Maintenance & Delays Affecting F-35 Readiness, New GAO Report Says

IN AIR, NAVAL AIR STATION PATUXENT RIVER, MD - FEBRUARY 11: (EDITORS NOTE: Image has been received by U.S. Military prior to transmission) In this image released by the U.S. Navy courtesy of Lockheed Martin, the U.S. Navy variant of the F-35 Joint Strike Fighter, the F-35C, conducts a test flight February 11, 2011 over the Chesapeake Bay. Lt. Cmdr. Eric "Magic" Buus flew the F-35C for two hours, checking instruments that will measure structural loads on the airframe during flight maneuvers. The F-35C is distinct from the F-35A and F-35B variants with larger wing surfaces and reinforced landing gear for greater control when operating in the demanding carrier take-off and landing environment. (Photo by U.S. Navy photo courtesy Lockheed Martin via Getty Images)
(Photo by U.S. Navy photo courtesy Lockheed Martin via Getty Images)

OAN’s Taylor Tinsley
12:27 PM – Thursday, September 21, 2023

A new report from the U.S. Government Accountability Office (GAO) shows F-35 aircrafts are heavily affected by maintenance challenges. 


According to the report, which was released on Thursday, the F-35 fleet mission capable rate fell far below program goals at just 55%.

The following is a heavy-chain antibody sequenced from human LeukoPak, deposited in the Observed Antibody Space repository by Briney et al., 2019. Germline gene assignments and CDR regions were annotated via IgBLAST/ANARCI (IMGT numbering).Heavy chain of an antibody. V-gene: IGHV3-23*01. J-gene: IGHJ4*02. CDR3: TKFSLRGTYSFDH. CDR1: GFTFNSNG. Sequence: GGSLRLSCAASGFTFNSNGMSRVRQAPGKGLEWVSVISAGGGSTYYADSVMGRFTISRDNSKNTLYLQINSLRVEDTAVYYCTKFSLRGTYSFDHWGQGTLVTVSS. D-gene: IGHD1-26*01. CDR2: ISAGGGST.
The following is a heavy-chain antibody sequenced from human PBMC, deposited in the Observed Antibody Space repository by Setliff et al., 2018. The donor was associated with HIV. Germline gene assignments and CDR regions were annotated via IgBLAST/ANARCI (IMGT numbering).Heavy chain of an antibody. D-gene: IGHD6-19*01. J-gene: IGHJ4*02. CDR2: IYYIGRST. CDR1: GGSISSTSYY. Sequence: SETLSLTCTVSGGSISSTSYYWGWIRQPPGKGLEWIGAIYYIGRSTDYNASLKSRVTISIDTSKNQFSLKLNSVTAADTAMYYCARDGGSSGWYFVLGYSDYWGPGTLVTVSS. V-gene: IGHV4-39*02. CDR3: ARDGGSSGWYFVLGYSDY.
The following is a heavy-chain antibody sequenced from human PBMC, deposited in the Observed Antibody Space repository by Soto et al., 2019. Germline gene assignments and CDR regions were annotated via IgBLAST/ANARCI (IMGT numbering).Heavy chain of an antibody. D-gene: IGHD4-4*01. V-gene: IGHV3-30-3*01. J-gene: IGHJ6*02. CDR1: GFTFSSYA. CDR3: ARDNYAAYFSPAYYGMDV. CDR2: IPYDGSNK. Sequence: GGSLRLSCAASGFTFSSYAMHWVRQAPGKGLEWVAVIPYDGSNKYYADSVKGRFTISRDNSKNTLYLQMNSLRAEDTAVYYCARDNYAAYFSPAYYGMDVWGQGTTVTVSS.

The low percentage rate came during challenges with organizational maintenance, including lack of technical data and training and repair times remained slow as a result. 

As of March 2023, the Department of Defense (DOD) was sending 73% of all F-35 components back to manufacturers.

The GAO noted the DOD relies on its contractor for F-35 sustainment, but has neglected necessary duties as the department “seeks expanded government control.”

The agency said military services must take over and make adjustments by October 2027, specifically to contractor-managed elements. 

The audit was conducted shortly after a Marine Corps pilot was forced to eject from a fighter jet due to a “malfunction.” Military officials were asking for the public’s help to locate the $100 million missing warplane. 

The marine stealth fighter jet was missing for over 24 hours. Officials found the debris in a field about 60 miles from the ejection site in rural South Carolina, near Charleston.

The military has yet to disclose what malfunction occurred that forced the pilot to eject, leaving many to question how they were unable to locate the aircraft.

In an interview with CBS, Representative Nancy Mace (R-S.C.) questioned, “How does it just disappear and how does the Pentagon ask for the public’s help in finding it? It’s just a huge embarrassment.”

Officials noted the aircraft was not only hard to find because it’s a stealth jet, but also because the transponder was off.  

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